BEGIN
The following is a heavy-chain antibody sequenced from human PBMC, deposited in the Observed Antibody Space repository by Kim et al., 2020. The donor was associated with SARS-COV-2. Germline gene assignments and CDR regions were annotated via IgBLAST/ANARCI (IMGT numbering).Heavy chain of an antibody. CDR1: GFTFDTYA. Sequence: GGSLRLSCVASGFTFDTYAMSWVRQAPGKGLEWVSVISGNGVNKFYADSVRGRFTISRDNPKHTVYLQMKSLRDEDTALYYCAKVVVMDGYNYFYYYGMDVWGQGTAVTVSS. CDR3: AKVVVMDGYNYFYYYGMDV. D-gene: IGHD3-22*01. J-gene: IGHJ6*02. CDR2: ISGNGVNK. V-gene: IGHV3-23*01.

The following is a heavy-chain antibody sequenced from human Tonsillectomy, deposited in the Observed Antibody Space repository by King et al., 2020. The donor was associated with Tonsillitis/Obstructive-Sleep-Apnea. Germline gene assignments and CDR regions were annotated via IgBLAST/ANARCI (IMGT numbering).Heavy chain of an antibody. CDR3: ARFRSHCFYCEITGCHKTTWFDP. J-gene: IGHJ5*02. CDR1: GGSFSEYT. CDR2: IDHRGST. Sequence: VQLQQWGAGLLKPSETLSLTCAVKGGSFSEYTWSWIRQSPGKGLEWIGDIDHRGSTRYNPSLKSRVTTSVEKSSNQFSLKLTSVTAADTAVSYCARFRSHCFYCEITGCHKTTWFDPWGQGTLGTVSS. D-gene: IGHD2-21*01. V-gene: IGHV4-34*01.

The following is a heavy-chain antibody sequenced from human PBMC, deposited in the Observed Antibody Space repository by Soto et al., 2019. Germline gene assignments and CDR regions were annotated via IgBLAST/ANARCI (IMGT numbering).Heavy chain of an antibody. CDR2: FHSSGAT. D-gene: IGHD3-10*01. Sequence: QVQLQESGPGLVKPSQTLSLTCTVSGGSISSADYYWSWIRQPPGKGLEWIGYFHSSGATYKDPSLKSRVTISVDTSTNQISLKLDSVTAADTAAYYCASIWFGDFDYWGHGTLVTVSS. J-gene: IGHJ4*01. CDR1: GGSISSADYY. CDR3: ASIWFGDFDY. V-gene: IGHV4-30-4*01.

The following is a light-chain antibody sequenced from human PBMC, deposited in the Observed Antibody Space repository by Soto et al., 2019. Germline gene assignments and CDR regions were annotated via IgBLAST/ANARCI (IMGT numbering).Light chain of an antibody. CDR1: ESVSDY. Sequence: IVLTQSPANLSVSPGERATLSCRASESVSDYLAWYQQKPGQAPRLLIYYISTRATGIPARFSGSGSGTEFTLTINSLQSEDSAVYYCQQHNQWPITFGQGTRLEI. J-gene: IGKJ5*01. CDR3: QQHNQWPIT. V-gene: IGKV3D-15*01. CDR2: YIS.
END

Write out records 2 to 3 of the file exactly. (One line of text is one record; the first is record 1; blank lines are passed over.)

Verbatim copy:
The following is a heavy-chain antibody sequenced from human Tonsillectomy, deposited in the Observed Antibody Space repository by King et al., 2020. The donor was associated with Tonsillitis/Obstructive-Sleep-Apnea. Germline gene assignments and CDR regions were annotated via IgBLAST/ANARCI (IMGT numbering).Heavy chain of an antibody. CDR3: ARFRSHCFYCEITGCHKTTWFDP. J-gene: IGHJ5*02. CDR1: GGSFSEYT. CDR2: IDHRGST. Sequence: VQLQQWGAGLLKPSETLSLTCAVKGGSFSEYTWSWIRQSPGKGLEWIGDIDHRGSTRYNPSLKSRVTTSVEKSSNQFSLKLTSVTAADTAVSYCARFRSHCFYCEITGCHKTTWFDPWGQGTLGTVSS. D-gene: IGHD2-21*01. V-gene: IGHV4-34*01.

The following is a heavy-chain antibody sequenced from human PBMC, deposited in the Observed Antibody Space repository by Soto et al., 2019. Germline gene assignments and CDR regions were annotated via IgBLAST/ANARCI (IMGT numbering).Heavy chain of an antibody. CDR2: FHSSGAT. D-gene: IGHD3-10*01. Sequence: QVQLQESGPGLVKPSQTLSLTCTVSGGSISSADYYWSWIRQPPGKGLEWIGYFHSSGATYKDPSLKSRVTISVDTSTNQISLKLDSVTAADTAAYYCASIWFGDFDYWGHGTLVTVSS. J-gene: IGHJ4*01. CDR1: GGSISSADYY. CDR3: ASIWFGDFDY. V-gene: IGHV4-30-4*01.